While both the Senate and House bills are sprawling pieces of legislation that branch into several policy areas including climate change and investments into foreign alliances, maintaining technological dominance over China throughout the 21st century is the driving force behind the legislation. Subsumed within both bills are several individual pieces of legislation directed at improving American R&D and technological supply chains in critical tech areas, including the Bioeconomy Research and Development Act, the Creating Helpful Incentives to Produce Semiconductors (CHIPS) for America Act, and the National Science Foundation for the Future Act.

Ever since the Endless Frontier Act was first introduced into both houses of Congress back in May 2020 to improve federal investment into research, development and commercialization of new technologies, that legislation has snowballed with the introduction of hundreds of amendments and attempts to shoehorn other proposed pieces of legislation into the bill. In May 2021, Senator Chuck Schumer (D-NY) introduced the Innovation and Competition Act as an omnibus version of the Endless Frontier Act including many innovation and IP-related sections, including the Inventor Diversity for Economic Advancement (IDEA) Act, that have not made it into the America COMPETES Act recently passed by the House. That same month, Senators Thom Tillis (R-NC) and Patrick Leahy (D-VT) introduced amendments that would require registration of foreign ownership of U.S. patents with the U.S. Patent and Trademark Office as well as expand the grounds for declaring U.S. patent claims to be unenforceable through ex parte reexamination. While the America COMPETES Act passed the House with more than 600 amendments submitted, it does not appear as though any language similar to the Leahy-Tillis amendments made it into the final version of the House bill.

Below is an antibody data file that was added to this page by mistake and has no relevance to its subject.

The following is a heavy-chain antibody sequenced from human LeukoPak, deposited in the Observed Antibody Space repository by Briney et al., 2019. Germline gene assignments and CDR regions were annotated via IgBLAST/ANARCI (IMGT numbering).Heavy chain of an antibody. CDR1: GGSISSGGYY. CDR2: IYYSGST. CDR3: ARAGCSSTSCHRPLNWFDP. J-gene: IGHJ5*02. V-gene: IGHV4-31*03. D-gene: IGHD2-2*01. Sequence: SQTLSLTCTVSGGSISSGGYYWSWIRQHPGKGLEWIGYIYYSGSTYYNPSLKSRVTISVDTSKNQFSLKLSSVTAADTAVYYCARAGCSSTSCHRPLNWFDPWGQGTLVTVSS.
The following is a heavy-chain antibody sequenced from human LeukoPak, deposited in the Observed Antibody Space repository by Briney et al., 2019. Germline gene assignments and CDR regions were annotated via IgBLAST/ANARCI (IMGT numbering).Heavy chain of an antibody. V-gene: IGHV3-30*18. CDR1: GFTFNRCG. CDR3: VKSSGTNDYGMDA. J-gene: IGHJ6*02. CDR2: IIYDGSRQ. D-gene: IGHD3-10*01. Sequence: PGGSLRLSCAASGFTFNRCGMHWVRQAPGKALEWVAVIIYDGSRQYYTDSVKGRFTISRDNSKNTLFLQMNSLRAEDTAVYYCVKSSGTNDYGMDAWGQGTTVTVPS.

Senate and House Bills Largely Ignore Pro-Competitive Aspects of Patent Rights